Repenting is required. Not just expressing sorrow for sins, but truly rethinking everything about how we approach God and His kingdom. To do this, we must have sorrow for our sins, but that is only the beginning. The heart of where we need to go is that repenting should lead to sight. When we have truly repented, we will realize that the kingdom of heaven is a choice we make each moment of life to either believe the gospel message or to reject it. When we choose the former, we can see the kingdom and the actions of the kingdom in almost everything. When we choose the latter, we can mouth the words, but we will never really believe.

The kingdom of heaven is within our grasp. If we choose to do so, we can reach out and touch it as tangibly as we touch the world around us because it is coexistent. With faith and repentance it is present and life-fulfilling, without it, there is only mundane reality with its teasing reminders of the presence of God.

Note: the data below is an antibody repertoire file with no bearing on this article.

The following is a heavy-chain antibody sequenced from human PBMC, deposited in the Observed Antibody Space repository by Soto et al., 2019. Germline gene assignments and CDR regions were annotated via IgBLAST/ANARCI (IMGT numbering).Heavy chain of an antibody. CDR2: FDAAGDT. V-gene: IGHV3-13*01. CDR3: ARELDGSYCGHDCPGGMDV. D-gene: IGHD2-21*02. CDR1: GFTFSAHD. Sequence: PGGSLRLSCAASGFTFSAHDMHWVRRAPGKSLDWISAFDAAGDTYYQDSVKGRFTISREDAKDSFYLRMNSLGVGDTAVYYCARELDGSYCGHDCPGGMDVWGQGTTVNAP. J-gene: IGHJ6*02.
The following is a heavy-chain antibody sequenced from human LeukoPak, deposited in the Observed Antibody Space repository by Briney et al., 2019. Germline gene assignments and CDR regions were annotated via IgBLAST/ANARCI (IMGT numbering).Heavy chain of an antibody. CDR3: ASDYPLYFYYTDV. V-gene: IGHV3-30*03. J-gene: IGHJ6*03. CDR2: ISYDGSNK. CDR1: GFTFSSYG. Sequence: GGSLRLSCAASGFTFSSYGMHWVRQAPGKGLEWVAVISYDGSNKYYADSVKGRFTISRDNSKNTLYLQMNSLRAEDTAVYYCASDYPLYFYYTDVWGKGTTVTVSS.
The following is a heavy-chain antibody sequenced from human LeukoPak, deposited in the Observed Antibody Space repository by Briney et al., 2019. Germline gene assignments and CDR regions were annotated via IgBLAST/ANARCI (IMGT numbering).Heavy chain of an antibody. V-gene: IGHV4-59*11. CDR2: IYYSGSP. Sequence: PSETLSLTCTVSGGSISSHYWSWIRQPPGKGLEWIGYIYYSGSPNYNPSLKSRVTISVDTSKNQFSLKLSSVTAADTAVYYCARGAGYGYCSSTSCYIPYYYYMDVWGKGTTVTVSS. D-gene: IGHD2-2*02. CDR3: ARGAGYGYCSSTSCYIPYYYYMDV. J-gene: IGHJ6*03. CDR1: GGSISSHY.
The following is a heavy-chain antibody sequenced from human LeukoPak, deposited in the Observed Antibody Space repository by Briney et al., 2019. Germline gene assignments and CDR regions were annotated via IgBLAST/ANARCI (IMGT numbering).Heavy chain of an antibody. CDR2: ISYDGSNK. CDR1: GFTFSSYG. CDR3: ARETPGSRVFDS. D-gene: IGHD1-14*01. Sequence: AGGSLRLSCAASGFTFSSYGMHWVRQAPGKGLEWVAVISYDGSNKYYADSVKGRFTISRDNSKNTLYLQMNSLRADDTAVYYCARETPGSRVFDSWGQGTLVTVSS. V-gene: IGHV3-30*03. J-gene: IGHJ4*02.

The other day as I was sitting through hours and hours of dance, I saw for a moment the Kingdom of heaven in which David dances before the Lord and sings still the psalms of old and who knows how many that have been written since. I was able to reach out for a moment and touch the kingdom of heaven and realized that the lives of the saints are lives of people who know this wonder on a daily basis even when they are in the darkest of nights. They reach out and touch the kingdom through their faith and their belief.

So Lent isn't about fasting, almsgiving, and prayer for our own good--although that is part of it. Lent is about fasting, almsgiving, and prayer as a way to repent and see again--and in seeing tell--and in telling lead others there. Because the kingdom of heaven requires constant increase. It is greedier (in a good way) than all of Wall Street because it will not be content until every single person is part of it--until every person can see it--until there is a 100% ROI and everyone is celebrating and rejoicing in the Lord.

So take off the sackcloth and ashes and the sad-sack faces, because this is not the fast that is acceptable to the Lord:

Isaiah 53:5-9

5 Is it a fast that I have chosen,
A day for a man to afflict his soul?